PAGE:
With Rachel away I was nominated to support her second in command (her husband Tim), in working on some of the Bee projects. These projects were set up to help local communities establish a source of income for themselves, through selling the wax and honey they collect. The projects are at fairly early stages, so while Rachel has been trained and is competent to run the projects, no one else really has much training. And I for one have none. I have to admit this hasn’t gone particularly well. The idea was to make sure the projects were in a good condition before Tim leaves to join Rachel for their Canada and UK visits over the next few months. We planned to check on some hives and to collect honey from one hive in particular, which was very full. Unfortunately all we have to show for ourselves is a bunch of stings and some upset community members, who also received a few stings (including some people that were not supposed to be involved in the projects!). I have to admit to being quite happy to be leaving this project aside, at least for a while, and that this is not my reason for being here in Tanzania!

We’ve started Swahili lessons again, we’ll be having two lessons a week for four weeks. It’s been useful to review some of the things we’ve previously learnt, and from next week we’ll be focusing specifically on vocal relevant to our work. I’ve got some nice Swahili health materials from USAID and UNICEF, so I’ll be working with the teacher to learn some of the vocab and to try and understand what’s written on them!

We’re enjoying being in Mwanza, and feel like we’re settling well. We’ll be moving house in another month or so but the new house is virtually next door, so we’re hoping it won’t be too hard a transition. Although I have to say this is a very nice house so we may miss it a bit!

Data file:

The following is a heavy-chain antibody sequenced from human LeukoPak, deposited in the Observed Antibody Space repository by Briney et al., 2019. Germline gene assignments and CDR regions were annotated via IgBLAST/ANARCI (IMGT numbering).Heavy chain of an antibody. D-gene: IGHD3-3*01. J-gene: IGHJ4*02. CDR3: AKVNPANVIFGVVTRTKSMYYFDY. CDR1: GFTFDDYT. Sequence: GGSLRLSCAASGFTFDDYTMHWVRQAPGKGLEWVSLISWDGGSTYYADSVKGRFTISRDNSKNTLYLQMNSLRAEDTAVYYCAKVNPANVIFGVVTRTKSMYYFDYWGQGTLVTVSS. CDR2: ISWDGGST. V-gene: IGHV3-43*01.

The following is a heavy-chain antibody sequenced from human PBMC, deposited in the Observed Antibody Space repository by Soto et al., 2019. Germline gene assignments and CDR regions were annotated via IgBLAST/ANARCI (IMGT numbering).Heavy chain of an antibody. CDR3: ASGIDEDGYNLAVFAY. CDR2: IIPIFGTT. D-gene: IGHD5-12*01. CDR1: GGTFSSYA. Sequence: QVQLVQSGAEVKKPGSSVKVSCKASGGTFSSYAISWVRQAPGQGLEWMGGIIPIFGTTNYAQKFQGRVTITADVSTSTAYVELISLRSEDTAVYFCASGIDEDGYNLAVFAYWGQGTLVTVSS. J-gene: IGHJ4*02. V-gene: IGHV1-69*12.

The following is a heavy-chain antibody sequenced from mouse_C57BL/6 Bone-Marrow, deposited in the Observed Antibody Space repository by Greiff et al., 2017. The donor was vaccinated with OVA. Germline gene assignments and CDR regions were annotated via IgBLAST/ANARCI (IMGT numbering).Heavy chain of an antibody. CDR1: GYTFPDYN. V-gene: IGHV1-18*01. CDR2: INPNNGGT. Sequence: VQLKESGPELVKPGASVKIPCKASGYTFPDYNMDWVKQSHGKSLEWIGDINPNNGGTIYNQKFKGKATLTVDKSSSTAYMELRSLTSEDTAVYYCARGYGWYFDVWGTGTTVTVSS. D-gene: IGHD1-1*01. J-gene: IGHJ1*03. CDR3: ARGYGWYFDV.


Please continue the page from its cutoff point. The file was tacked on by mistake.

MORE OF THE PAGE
Unfortunately to add to the chaos of life, I’ve managed to tear the meniscus in my knee. Definitely not ideal and means I’ll be on crutches for the next little while. I didn’t actually do much to damage it, but I think injured it a little bit a while back and instead of resting it did things like traipsing through fields of sugar cane in an attempt to escape from 100,000 angry African bees! Ho hum… I’m really hoping that rest and anti-inflammatories will be enough to heal it over the next 6 weeks or so. If not I’ll have to consider a trip to Kenya for an MRI. I have to say that after resting it for almost a week it doesn’t really seem to have improved, but I’m still hoping for the best.

Kome Island

We made our first to Kome island last weekend almost two years after our first thoughts about  working there. It was great to see some of the communities we’ll be working in. It was also great to see the clinic and pharmacy that have been set up on the island and think a bit more about the work we’ll be doing there. We went to a local church on the Sunday and got to experience some of the local hospitality. It’s a good thing we’re a fish loving family!

Kome is lovely and peaceful. In Mwanza, between the night-time parties, dogs barking all night and the calls from the surrounding mosques, I feel like I never actually sleep! I’m not sure I really slept anymore on the island, but it was lovely to wake during the night and hear nothing but insects, until the birds and other animals began to wake. It’s a bit of a shock getting back just in time for Ramadan, as there are more calls and for a lot longer. The mosques project some of their sermons through loud speakers. It continues till late and starts at 4am.